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Saturday, February 27, 2010

Ethnic Conflict is In The Making In Malaysia With People Like Ibrahim Ali Allow to Move Freely!

KUALA LUMPUR
Saturday, 27th February 2010

About 50 groups today launched the Malay NGO Consultative Council (MPM) to defend Malay rights and Islam at the historic Sultan Sulaiman Club here, where a similar gathering nearly 60 years ago led to the formation of Umno.
Among the prime movers are Perkasa, ex-Umno lawmakers council Mubarak, Peninsula Malay Students Confederation (GPMS), Malay Professional Thinkers Association and Cuepacs.
The Malaysian Insider was barred from reporting the event but a media release said among those who spoke were Perkasa president and Pasir Mas MP Datuk Ibrahim Ali (picture), Mubarak chief Tan Sri Abu Zahar Ujang and Malay Professional Thinkers president Professor Datuk Dr Kamaruddin Kachar who is a former director-general of the National Civics Bureau (BTN) which the opposition claims spreads hate ideology.
The MPM was launched by GPMS president Jais Abd Karim followed by a dialogue and a signing ceremony to form the body.
The MPM press release said “following several discussions by several Malay NGO leaders, there was a desire for a consultative council to bring together as many Malay NGOs concerned about current developments faced by the Malays”.
“It is apparent that there is pressure on Malay rights and privileges in their own country, towards the position of Islam as the official religion, the position and sovereignty of the Malay Rulers that is always being questioned, the New Economic Policy that is being sidelined despite the lack of achievement by the Malays and also national security,” it said.
These are among several “sensitive” issues for the Malays which have become provocative matters by those who want to destroy the security and prosperity of the country, the statement added.
The statement said the consultative council is not a platform for confrontation unless they are forced by parties described as those “inciting” racial tension.
“The main function of this council is to act as a medium to gather Malay NGOs that share the same stand to handle pressures faced by the Malays, Islam, Malay Rulers, national security, public order and other related issues,” the statement said, adding the idea to form the body was made early last month.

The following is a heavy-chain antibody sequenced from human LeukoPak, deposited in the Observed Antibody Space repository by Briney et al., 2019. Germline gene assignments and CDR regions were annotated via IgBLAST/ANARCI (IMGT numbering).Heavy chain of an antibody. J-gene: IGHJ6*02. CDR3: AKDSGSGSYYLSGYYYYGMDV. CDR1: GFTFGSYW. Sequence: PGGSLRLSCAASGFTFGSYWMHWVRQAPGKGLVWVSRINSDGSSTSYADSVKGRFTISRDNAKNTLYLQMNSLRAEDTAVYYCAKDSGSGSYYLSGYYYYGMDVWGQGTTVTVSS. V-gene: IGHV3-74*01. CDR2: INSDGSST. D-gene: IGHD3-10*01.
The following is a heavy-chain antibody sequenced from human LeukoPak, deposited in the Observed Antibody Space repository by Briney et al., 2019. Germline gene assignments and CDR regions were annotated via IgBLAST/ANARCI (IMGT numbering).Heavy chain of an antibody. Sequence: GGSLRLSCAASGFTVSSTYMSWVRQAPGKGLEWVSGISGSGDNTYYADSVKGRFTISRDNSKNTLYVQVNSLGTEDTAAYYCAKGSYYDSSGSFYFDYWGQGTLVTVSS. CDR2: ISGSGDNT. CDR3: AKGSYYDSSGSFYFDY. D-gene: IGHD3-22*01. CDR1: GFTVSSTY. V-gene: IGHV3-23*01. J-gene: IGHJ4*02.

Government must take drastic action toward these Malay extremists especially to Ibrahim Ali the most racist Malay in South East Asia. If he is allowed to do whatever he likes to do, Malaysia freedom will end. I served and sweat for the nation just to ensure that everyone regardless of their race, be it Malay, Chinese or Iban leave peacefully with each other. Government must be bold to sacrifice one Ibrahim Ali in order to save the rest 25 millions of the population!...Bukittunggal.com   
The MPM will form a task force that will be chaired by council members in rotation.
The statement also said the MPM had resolved each member should jointly study issues important to the Malays, Islam, Malay Rulers, national security and public order that is brought up or questioned by others, or to be championed by the community.
Others include the preparation and implementation of action plans to handle or oppose provocations against issues that relate to Malays and Islam, or issues seen as inciting or hateful.
The resolutions decided by MPM are:
(1) Resolutions must be based on facts and documents tabled at lawful MPM meetings;
(2) MPM members who disagree with the resolutions must accept the decision of the majority and be prepared to sign the agreed resolutions;
(3) MPM members who refuse or abstain from resolutions or decisions can choose not to sign off without affecting their membership; and
(4) If any MPM member opposes any of its resolutions or decisions, they will automatically cease to be members.

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PBB TDC No Top Post Contest Could Cause Leadership Crisis should Anything Happens to Taib

KUCHING
Saturday, 27th February 2010

The triennial delegates conference of Parti Pesaka Bumiputera Bersatu (PBB) starting in Kuching on Monday may be a humdrum affair as there is no contest for key positions except for some seats in the party’s supreme council.
Still, for political reasons, this conference will generate much interest among political analysts and party members as the long-serving party president and Sarawak Chief Minister Tan Sri Abdul Taib Mahmud may choose the occasion to indicate his possible successor, at the very least.
Some in the party’s inner circle are speculating that Taib will provide some hints on his possible next-in-line as this might be his last term to head PBB, the most powerful political party in Sarawak. But will he really? Many are also doubtful that he will do so at this juncture.
“He should have an exit strategy by now but there’s no evidence of this,” said Datuk Seri Daniel Tajem, an Iban who served as deputy chief minister to Taib in the early 1980s.
Tajem, who is now an advisor to Parti Keadilan Rakyat (PKR) Sarawak, said Taib should have just taken the bull by the horns and publicly announce that he would quit.
Political analyst Dr Sivamurugan Pandian believes that Taib will relinquish his top party position only after the next state election because if he steps down now, it might trigger be a power struggle within the party. “He has to groom someone to take over. We may see some indication who is likely the person after the PBB convention,” he said.
Dr Sivamurugan said from a political strategy perspective, it would not be wise for him to step down before the state election as the party might be focusing more on who is going to be the next chief minister instead of winning and retaining power in the state election.
“Which issue would they want to focus, the state leadership or state election? Taib would not become an election issue if he stay on and lead the campaign in the coming state election. The thinking of the people in Peninsular Malaysia, Sabah and Sarawak are all different. That’s why, it would be better for Taib to step down only after the state election,” he added.
The potential successors are likely to come from those in the party’s deputy president position, who are normally being groomed to take over the top leadership. But then again in Sarawak politics, it does not mean that this would happen for sure.